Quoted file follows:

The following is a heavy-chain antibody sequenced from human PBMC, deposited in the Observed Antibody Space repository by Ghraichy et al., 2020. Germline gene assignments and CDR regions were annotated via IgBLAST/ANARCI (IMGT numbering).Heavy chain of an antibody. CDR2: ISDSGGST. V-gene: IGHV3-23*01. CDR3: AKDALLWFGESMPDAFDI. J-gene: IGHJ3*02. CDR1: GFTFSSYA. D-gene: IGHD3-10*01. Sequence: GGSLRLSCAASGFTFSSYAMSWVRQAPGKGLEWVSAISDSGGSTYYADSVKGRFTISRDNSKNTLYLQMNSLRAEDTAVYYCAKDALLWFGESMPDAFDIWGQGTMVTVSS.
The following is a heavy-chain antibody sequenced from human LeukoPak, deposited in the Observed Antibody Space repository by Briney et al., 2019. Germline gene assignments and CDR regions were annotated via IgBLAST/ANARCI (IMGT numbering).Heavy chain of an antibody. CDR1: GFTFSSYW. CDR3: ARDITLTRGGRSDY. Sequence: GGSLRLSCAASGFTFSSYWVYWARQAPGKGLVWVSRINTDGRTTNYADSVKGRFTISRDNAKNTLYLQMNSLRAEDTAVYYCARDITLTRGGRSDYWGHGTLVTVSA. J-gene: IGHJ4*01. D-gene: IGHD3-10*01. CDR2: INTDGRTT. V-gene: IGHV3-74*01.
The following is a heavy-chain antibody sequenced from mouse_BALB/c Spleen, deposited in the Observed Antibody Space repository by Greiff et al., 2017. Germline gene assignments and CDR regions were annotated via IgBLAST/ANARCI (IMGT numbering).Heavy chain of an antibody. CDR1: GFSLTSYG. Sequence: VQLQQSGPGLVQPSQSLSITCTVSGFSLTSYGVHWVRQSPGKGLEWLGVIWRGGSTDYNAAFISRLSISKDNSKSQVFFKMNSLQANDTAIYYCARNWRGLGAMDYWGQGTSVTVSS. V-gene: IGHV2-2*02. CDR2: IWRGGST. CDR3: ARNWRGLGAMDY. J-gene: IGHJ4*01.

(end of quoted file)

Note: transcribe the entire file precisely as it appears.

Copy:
The following is a heavy-chain antibody sequenced from human PBMC, deposited in the Observed Antibody Space repository by Ghraichy et al., 2020. Germline gene assignments and CDR regions were annotated via IgBLAST/ANARCI (IMGT numbering).Heavy chain of an antibody. CDR2: ISDSGGST. V-gene: IGHV3-23*01. CDR3: AKDALLWFGESMPDAFDI. J-gene: IGHJ3*02. CDR1: GFTFSSYA. D-gene: IGHD3-10*01. Sequence: GGSLRLSCAASGFTFSSYAMSWVRQAPGKGLEWVSAISDSGGSTYYADSVKGRFTISRDNSKNTLYLQMNSLRAEDTAVYYCAKDALLWFGESMPDAFDIWGQGTMVTVSS.
The following is a heavy-chain antibody sequenced from human LeukoPak, deposited in the Observed Antibody Space repository by Briney et al., 2019. Germline gene assignments and CDR regions were annotated via IgBLAST/ANARCI (IMGT numbering).Heavy chain of an antibody. CDR1: GFTFSSYW. CDR3: ARDITLTRGGRSDY. Sequence: GGSLRLSCAASGFTFSSYWVYWARQAPGKGLVWVSRINTDGRTTNYADSVKGRFTISRDNAKNTLYLQMNSLRAEDTAVYYCARDITLTRGGRSDYWGHGTLVTVSA. J-gene: IGHJ4*01. D-gene: IGHD3-10*01. CDR2: INTDGRTT. V-gene: IGHV3-74*01.
The following is a heavy-chain antibody sequenced from mouse_BALB/c Spleen, deposited in the Observed Antibody Space repository by Greiff et al., 2017. Germline gene assignments and CDR regions were annotated via IgBLAST/ANARCI (IMGT numbering).Heavy chain of an antibody. CDR1: GFSLTSYG. Sequence: VQLQQSGPGLVQPSQSLSITCTVSGFSLTSYGVHWVRQSPGKGLEWLGVIWRGGSTDYNAAFISRLSISKDNSKSQVFFKMNSLQANDTAIYYCARNWRGLGAMDYWGQGTSVTVSS. V-gene: IGHV2-2*02. CDR2: IWRGGST. CDR3: ARNWRGLGAMDY. J-gene: IGHJ4*01.